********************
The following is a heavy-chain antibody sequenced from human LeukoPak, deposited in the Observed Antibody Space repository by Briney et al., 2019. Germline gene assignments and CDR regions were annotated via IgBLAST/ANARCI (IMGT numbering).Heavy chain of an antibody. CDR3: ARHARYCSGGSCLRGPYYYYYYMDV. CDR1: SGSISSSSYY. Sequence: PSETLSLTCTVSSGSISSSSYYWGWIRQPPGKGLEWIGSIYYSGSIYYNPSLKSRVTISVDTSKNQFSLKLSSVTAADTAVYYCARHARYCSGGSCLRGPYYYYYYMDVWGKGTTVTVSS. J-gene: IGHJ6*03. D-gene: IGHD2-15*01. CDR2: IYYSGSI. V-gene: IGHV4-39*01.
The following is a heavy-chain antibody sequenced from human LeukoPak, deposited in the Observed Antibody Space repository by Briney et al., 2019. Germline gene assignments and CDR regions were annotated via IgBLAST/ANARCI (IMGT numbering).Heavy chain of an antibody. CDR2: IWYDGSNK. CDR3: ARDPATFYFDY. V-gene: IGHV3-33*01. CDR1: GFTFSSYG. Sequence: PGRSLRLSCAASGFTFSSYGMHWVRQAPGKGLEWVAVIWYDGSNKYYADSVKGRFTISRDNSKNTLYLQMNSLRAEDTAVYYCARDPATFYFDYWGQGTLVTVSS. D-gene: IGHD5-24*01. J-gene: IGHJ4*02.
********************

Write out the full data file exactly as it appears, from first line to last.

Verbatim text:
The following is a heavy-chain antibody sequenced from human LeukoPak, deposited in the Observed Antibody Space repository by Briney et al., 2019. Germline gene assignments and CDR regions were annotated via IgBLAST/ANARCI (IMGT numbering).Heavy chain of an antibody. CDR3: ARHARYCSGGSCLRGPYYYYYYMDV. CDR1: SGSISSSSYY. Sequence: PSETLSLTCTVSSGSISSSSYYWGWIRQPPGKGLEWIGSIYYSGSIYYNPSLKSRVTISVDTSKNQFSLKLSSVTAADTAVYYCARHARYCSGGSCLRGPYYYYYYMDVWGKGTTVTVSS. J-gene: IGHJ6*03. D-gene: IGHD2-15*01. CDR2: IYYSGSI. V-gene: IGHV4-39*01.
The following is a heavy-chain antibody sequenced from human LeukoPak, deposited in the Observed Antibody Space repository by Briney et al., 2019. Germline gene assignments and CDR regions were annotated via IgBLAST/ANARCI (IMGT numbering).Heavy chain of an antibody. CDR2: IWYDGSNK. CDR3: ARDPATFYFDY. V-gene: IGHV3-33*01. CDR1: GFTFSSYG. Sequence: PGRSLRLSCAASGFTFSSYGMHWVRQAPGKGLEWVAVIWYDGSNKYYADSVKGRFTISRDNSKNTLYLQMNSLRAEDTAVYYCARDPATFYFDYWGQGTLVTVSS. D-gene: IGHD5-24*01. J-gene: IGHJ4*02.